Obama Defends Medicare, Medicaid in Inaugural Address

Daniel Weiss, Senior Editor
Published Online: Tuesday, January 22, 2013
As he starts his second term of office, President Obama argues that government health care programs constitute an essential safety net.

In his second inaugural address, President Barack Obama articulated a strong defense of his priorities, including maintaining health care programs such as Medicare and Medicaid.
 
“The commitments we make to each other—through Medicare and Medicaid and Social Security—these things do not sap our initiative, they strengthen us,” Obama said during his 18-minute speech. “They do not make us a nation of takers; they free us to take the risks that make this country great.”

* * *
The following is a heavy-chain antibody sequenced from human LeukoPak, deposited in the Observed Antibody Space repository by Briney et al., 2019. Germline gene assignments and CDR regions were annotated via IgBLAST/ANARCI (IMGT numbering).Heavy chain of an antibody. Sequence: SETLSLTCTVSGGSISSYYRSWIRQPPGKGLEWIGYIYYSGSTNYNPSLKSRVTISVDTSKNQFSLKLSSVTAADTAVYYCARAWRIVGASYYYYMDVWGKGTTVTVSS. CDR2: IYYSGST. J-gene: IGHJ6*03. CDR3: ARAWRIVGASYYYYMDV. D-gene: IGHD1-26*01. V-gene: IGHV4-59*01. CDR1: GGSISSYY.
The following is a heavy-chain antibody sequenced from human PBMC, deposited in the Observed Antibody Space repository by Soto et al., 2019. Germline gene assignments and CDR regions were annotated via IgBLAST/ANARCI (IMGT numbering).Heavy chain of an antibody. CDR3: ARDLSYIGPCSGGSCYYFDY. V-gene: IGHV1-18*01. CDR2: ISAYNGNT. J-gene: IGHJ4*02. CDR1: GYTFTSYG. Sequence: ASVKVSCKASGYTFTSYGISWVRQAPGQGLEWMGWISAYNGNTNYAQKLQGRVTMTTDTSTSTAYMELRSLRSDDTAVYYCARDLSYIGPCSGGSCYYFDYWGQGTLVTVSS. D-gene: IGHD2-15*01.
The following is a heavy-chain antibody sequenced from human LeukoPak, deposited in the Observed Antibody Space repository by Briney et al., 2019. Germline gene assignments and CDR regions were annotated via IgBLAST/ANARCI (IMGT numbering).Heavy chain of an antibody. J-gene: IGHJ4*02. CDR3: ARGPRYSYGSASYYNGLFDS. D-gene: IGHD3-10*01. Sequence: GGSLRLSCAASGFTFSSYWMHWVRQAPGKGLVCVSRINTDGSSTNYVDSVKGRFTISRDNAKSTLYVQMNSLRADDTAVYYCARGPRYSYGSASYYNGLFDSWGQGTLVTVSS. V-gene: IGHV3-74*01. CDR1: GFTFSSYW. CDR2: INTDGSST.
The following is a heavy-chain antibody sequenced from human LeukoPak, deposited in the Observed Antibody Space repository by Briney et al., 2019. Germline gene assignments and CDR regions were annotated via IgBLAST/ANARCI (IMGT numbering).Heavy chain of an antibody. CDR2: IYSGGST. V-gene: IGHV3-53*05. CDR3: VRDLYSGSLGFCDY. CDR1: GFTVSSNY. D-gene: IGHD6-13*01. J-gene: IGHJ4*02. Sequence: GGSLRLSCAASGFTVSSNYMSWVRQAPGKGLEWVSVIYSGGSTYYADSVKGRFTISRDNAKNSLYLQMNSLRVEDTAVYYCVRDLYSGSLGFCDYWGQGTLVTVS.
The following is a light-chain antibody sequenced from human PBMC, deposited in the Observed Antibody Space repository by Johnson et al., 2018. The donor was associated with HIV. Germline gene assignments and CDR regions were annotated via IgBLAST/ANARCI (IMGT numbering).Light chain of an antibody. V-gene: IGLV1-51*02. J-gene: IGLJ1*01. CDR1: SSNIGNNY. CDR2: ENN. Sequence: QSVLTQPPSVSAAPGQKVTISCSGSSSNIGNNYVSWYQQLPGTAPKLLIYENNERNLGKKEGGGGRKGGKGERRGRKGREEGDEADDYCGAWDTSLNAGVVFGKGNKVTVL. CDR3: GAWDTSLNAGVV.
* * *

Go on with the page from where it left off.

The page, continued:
The reference to “a nation of takers” was a response to language used by Representative Paul Ryan (R-Wis.), the former Republican vice presidential nominee, and others during the 2012 election. While some have argued that government programs create a culture of dependency that sap people’s drive to succeed on their own, Obama portrayed these programs as a necessary safety net.
 
Arguments over the correct level of funding for programs such as Medicare and Medicaid are likely to continue throughout Obama’s second term. Congressional Republicans have vowed to cut spending and see these entitlement programs as prime targets for cost-cutting.
 
Elsewhere in the inaugural address, Obama emphasized his goals of combatting climate change, achieving full equality for gays, reforming the immigration system, and valuing diplomacy over aggression in foreign affairs.

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